They are entitled to try to sell their product and to convince customers to buy it. Making a profit by so doing is a function of how well the business is operated, controlling costs and maximizing efficiency.  Success in gaining customer acceptance is not coupled to work performed in invention  nor production; it is how they approach the market place with desirable products. 

They are not "entitled" to make a profit. They are entitled to keep one if their business practices have produced one.  That's a big difference from saying that they are entitled to a profit regardless...

What is NOT OK is for the public to simply raid the store and pirate software or take anything that does not belong to  them. 

Early in this thread I was struck by a concept espoused by one writer, but also perfused through part of society: If I want it, I am entitled to have it by any means, purchase or theft.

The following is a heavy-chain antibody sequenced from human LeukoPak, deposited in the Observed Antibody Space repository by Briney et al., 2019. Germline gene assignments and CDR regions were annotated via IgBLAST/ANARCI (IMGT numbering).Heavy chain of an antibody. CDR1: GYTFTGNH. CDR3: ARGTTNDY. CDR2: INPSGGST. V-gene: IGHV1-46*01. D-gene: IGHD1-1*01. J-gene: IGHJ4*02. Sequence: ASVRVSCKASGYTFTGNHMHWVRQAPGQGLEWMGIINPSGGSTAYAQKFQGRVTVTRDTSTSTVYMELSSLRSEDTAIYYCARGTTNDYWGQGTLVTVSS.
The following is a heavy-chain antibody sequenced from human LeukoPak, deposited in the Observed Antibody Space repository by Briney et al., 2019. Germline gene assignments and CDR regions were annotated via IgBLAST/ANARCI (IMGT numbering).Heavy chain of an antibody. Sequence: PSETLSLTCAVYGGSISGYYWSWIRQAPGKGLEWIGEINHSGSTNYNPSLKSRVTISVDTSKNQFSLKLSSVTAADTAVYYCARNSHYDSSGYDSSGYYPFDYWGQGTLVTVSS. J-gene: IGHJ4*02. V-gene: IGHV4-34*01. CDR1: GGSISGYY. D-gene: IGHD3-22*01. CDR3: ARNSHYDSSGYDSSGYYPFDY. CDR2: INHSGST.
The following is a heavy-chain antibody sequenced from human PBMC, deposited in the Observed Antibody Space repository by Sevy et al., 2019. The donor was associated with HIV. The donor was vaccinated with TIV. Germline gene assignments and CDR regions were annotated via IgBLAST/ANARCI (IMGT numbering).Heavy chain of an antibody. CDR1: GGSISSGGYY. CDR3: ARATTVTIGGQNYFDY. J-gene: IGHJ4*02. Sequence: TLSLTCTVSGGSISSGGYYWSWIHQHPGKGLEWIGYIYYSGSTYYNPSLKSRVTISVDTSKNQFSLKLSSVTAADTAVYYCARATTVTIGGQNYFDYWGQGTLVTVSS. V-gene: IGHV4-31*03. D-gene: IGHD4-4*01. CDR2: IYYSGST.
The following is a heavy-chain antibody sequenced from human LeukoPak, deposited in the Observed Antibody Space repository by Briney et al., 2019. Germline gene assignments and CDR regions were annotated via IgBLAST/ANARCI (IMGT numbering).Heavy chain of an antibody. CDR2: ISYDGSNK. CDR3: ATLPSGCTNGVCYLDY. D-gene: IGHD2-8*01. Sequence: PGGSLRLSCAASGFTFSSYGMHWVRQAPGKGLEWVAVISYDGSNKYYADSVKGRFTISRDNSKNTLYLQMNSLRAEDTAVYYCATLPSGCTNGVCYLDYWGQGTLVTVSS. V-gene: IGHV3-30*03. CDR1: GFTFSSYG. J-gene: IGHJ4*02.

Just because one WANTS a beer, it is not OK to swipe one from 711.

I sense that we are essentially "on the same page" but with some adjustments, detailed herein.

You also wrote "As for the moral implications, that just down to an individual to decide what they can live with."

No, my friend! There is an absolute difference between right and wrong. These are not individual choices.  If you can't do the time, don't do the crime...
(Edited)
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Andy Hewitt

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They are entitled to try to sell their product and to convince customers to buy it. Making a profit by so doing is a function of how well the business is operated, controlling costs and maximizing efficiency.  Success in gaining customer acceptance is not coupled to work performed in invention  nor production; it is how they approach the market place with desirable products. 
Yeah, that's why I said 'assuming a reasonable quality'.